A visit to St. Petersburg was a long held ambition that was every bit as dream like and wonderful as was anticipated. There for the annual CINOA (Confederation international des Negociants en Oeuvres d’Art) conference I was treated to what is likely the greatest repository of first class western art in the world at the Hermitage along with the startlingly great Russian Museum and the great Russian palaces of Tsarkoe Seloe, Pavlovsk, Yussopof and Peterhof.
Our Russian hosts were a small but dedicated group intent on opening up the art and antiques trade to the outside world. The Russian contemporary art world is active, the antiques world not as much. As much as Russia has become a capitalist society, there are still controls of trade in what is considered the fabric of Russian history, be it a painting by Picasso or a desk by David Roentgen.
The perception that history is tied to art and antiques, and hence should be restricted by the state, is not unique to Russia. What it clearly reveals is the refutation of revolutionary fervor that precipitated the loss of any of those self same art and antiques in periods of either unrest or dire need. It also reveals why conquerors do their best to eradicate cultural objects in order to dominate territory, although the wrong headedness of this approach cannot be overstated.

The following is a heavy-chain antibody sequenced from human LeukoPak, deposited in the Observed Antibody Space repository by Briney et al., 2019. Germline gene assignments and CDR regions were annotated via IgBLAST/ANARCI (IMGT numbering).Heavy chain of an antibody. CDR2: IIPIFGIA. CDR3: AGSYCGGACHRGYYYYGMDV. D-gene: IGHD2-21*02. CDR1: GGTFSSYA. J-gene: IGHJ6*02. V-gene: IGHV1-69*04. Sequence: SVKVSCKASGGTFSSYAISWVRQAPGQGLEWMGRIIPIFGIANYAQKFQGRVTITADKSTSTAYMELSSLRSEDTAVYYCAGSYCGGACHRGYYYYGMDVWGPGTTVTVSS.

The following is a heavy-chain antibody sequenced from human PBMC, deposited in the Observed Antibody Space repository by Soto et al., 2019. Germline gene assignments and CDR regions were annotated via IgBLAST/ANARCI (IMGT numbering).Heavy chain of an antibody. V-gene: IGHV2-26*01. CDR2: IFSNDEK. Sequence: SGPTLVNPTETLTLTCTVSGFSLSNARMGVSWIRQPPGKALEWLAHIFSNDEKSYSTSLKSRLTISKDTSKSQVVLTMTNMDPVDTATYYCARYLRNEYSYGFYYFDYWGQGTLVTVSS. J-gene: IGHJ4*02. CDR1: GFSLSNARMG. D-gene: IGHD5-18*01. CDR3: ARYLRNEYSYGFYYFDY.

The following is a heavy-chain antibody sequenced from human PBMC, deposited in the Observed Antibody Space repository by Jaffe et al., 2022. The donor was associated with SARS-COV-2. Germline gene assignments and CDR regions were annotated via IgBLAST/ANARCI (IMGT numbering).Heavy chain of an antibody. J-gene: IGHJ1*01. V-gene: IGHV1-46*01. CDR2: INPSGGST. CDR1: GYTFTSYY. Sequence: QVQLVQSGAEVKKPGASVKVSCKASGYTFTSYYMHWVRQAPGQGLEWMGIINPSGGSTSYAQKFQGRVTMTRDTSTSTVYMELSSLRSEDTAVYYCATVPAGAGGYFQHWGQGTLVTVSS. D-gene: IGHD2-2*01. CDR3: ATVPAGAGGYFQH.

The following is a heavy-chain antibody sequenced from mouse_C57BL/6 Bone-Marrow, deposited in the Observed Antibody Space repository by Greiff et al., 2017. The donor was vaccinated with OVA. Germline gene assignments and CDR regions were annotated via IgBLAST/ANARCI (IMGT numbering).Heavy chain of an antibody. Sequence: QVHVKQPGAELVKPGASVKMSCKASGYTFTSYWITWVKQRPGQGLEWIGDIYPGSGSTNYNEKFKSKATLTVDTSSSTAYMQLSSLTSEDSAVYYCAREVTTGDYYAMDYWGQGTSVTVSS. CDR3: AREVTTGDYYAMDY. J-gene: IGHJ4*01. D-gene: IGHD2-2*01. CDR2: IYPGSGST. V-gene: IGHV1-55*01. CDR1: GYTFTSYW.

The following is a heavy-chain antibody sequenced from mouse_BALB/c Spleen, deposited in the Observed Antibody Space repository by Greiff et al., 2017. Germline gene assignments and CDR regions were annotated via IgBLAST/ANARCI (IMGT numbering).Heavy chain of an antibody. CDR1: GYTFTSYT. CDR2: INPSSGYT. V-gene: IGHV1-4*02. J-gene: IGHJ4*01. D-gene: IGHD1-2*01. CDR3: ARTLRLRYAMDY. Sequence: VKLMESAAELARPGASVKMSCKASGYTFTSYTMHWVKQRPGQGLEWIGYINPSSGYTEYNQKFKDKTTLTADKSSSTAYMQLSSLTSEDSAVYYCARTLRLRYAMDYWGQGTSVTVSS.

But what was so clear to me in this visit, and the same thing happened when I saw the University of Virginia campus designed by Thomas Jefferson and countless other historical venues, is that history is a living, tangible concept. In Tsarkoe Seloe, which has been completely re-fabricated on the interior, I, along with my colleagues Leon Dalva and Jim McConnaughy of New York, could see immediately that the work was contemporary–replaced because of Nazi vandalism. It was glamorous but felt wrong.
Is history well served by being re-constructed in this manner? This is a great question. Conservative ideologues believe they have the inside track on the Constitution and liberal ideologues feel that such an interpretation can only be flawed. The massive wood carving project at Tsarkoe Seloe is flawed, but it also, in a strange way, works. Who has the right answer? Maybe, in the end, it is about the debate. For the Russians, at least as far as the tangible history of the past is concerned, it is about putting on a show. What a great show it is.